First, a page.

I was only 6 miles into my marathon on race day when I wanted to stop running and walk. I kept pushing, watching my watch & keeping my pace steady. At the half-way point, I was right on track at 2 hours, but then came "the hill". After that stretch of the race, it was a battle just to keep going. I have never been so tired in my entire life.

Around mile 19 or 20, my husband joined me and ran the last several miles of the race with me. Without him, I doubt I would have finished. He encouraged me to keep going every step of the way, and helped me keep my mind off the pain I was in. I kept looking at my watch, and watched as my mile times slowed down more, and more, and more. I was so disappointed. I finally crossed the finish line, in tears, with a time of 4 hours 28 minutes - almost half an hour slower than my goal time.

Following the race, every time someone asked me how it went, I wanted to change the subject. People kept telling me that it was an accomplishment just to finish, but I didn't feel consoled. I knew I could do better. I had expectations.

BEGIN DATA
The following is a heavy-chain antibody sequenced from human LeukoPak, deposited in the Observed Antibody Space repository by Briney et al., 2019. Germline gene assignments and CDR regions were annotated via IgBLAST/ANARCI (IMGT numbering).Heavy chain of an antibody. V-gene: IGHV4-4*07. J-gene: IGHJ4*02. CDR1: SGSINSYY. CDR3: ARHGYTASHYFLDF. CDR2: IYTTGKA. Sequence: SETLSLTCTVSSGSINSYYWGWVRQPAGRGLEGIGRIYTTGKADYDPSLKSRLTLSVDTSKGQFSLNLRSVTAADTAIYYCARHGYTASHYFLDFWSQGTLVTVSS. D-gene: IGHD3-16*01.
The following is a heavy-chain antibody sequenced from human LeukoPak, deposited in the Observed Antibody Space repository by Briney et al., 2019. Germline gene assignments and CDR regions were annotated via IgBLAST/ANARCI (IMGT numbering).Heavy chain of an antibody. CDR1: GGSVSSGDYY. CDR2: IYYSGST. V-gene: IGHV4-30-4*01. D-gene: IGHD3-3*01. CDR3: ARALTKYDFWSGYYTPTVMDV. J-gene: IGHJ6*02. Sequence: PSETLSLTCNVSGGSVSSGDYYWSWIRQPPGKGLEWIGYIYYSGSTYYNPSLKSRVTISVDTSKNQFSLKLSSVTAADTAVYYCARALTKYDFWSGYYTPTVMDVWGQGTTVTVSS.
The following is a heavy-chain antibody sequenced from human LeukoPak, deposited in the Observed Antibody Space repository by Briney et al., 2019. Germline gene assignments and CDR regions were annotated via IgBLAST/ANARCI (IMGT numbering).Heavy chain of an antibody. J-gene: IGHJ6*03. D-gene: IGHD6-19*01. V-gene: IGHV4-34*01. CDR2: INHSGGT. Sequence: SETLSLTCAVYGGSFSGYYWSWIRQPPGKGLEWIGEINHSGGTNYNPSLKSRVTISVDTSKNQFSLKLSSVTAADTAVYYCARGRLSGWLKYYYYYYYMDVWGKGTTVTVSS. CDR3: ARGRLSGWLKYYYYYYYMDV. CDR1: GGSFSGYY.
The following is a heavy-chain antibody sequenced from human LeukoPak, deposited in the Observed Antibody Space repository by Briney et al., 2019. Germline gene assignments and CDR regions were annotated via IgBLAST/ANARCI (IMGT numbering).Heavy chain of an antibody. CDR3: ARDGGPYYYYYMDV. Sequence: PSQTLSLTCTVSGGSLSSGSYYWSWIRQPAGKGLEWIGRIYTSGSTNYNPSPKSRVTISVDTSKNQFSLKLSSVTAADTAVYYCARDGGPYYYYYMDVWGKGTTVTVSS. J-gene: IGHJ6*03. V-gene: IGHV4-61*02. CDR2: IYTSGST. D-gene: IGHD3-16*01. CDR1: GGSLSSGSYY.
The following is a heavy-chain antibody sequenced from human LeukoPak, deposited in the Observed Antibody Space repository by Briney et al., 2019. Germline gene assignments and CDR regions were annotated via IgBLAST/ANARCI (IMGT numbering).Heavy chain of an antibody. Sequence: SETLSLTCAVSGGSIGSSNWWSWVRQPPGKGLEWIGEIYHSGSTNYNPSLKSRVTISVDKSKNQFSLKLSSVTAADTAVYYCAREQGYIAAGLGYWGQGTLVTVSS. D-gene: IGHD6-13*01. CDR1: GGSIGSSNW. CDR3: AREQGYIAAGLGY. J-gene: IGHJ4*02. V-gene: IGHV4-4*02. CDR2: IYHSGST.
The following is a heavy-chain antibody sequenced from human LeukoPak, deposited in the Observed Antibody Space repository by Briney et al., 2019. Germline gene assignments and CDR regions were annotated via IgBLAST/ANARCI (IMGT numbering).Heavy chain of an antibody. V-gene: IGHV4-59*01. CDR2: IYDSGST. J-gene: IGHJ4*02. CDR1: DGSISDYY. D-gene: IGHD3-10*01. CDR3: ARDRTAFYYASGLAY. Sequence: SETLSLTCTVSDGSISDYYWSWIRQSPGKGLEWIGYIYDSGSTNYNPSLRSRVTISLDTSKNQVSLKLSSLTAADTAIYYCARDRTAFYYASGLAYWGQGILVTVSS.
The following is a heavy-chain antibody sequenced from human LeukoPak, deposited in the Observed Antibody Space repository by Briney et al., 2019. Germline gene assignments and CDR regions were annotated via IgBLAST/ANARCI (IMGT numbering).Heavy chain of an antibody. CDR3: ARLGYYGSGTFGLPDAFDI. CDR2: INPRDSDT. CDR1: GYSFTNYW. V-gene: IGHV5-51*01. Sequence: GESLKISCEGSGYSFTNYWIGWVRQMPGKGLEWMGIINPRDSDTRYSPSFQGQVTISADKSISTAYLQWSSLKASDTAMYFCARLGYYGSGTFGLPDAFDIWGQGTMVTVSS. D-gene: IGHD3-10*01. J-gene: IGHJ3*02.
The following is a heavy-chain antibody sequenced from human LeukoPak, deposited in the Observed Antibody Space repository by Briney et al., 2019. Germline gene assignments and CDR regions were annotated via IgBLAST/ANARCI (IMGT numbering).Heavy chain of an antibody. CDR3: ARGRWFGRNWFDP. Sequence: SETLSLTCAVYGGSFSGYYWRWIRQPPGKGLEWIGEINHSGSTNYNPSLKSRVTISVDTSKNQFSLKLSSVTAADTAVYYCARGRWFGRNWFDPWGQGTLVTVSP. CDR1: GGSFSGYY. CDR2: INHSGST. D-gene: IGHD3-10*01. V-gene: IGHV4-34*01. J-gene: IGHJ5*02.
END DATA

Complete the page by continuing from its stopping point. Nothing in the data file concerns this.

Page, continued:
I've been thinking a lot about expectations lately. I think it's wonderful to set goals, but expectations can be a little more tricky. Adam & I had a goal to enjoy our first year of marriage before trying to expand our family. I expected to get pregnant instantly. After all, I have gotten pregnant twice without trying, so surely if I tried, I figured it would happen right away. Not the case. And, that's when the disappointment sets in.

So, I find myself wondering how to deal with the disappointment I've been facing lately, and I've learned a few things along the way.

1. Sometimes you have to adjust your expectations.